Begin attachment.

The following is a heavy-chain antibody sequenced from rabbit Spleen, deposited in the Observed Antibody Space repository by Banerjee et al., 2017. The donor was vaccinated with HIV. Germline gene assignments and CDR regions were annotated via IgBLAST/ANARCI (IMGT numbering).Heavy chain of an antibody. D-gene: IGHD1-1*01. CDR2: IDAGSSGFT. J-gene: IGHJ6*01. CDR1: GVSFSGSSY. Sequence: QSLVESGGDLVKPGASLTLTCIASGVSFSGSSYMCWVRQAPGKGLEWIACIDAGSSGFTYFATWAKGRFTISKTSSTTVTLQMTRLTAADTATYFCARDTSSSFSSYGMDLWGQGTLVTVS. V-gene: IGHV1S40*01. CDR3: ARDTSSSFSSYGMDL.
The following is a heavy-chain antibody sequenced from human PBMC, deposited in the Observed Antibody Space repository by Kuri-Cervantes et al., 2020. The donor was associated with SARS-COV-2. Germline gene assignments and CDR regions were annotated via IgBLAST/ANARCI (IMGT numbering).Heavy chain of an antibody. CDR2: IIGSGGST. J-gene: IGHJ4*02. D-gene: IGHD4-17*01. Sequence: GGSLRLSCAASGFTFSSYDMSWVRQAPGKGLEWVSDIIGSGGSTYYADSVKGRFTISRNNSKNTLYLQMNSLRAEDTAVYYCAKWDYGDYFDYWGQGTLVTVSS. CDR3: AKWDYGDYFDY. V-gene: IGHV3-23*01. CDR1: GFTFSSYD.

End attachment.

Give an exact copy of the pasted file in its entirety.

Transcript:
The following is a heavy-chain antibody sequenced from rabbit Spleen, deposited in the Observed Antibody Space repository by Banerjee et al., 2017. The donor was vaccinated with HIV. Germline gene assignments and CDR regions were annotated via IgBLAST/ANARCI (IMGT numbering).Heavy chain of an antibody. D-gene: IGHD1-1*01. CDR2: IDAGSSGFT. J-gene: IGHJ6*01. CDR1: GVSFSGSSY. Sequence: QSLVESGGDLVKPGASLTLTCIASGVSFSGSSYMCWVRQAPGKGLEWIACIDAGSSGFTYFATWAKGRFTISKTSSTTVTLQMTRLTAADTATYFCARDTSSSFSSYGMDLWGQGTLVTVS. V-gene: IGHV1S40*01. CDR3: ARDTSSSFSSYGMDL.
The following is a heavy-chain antibody sequenced from human PBMC, deposited in the Observed Antibody Space repository by Kuri-Cervantes et al., 2020. The donor was associated with SARS-COV-2. Germline gene assignments and CDR regions were annotated via IgBLAST/ANARCI (IMGT numbering).Heavy chain of an antibody. CDR2: IIGSGGST. J-gene: IGHJ4*02. D-gene: IGHD4-17*01. Sequence: GGSLRLSCAASGFTFSSYDMSWVRQAPGKGLEWVSDIIGSGGSTYYADSVKGRFTISRNNSKNTLYLQMNSLRAEDTAVYYCAKWDYGDYFDYWGQGTLVTVSS. CDR3: AKWDYGDYFDY. V-gene: IGHV3-23*01. CDR1: GFTFSSYD.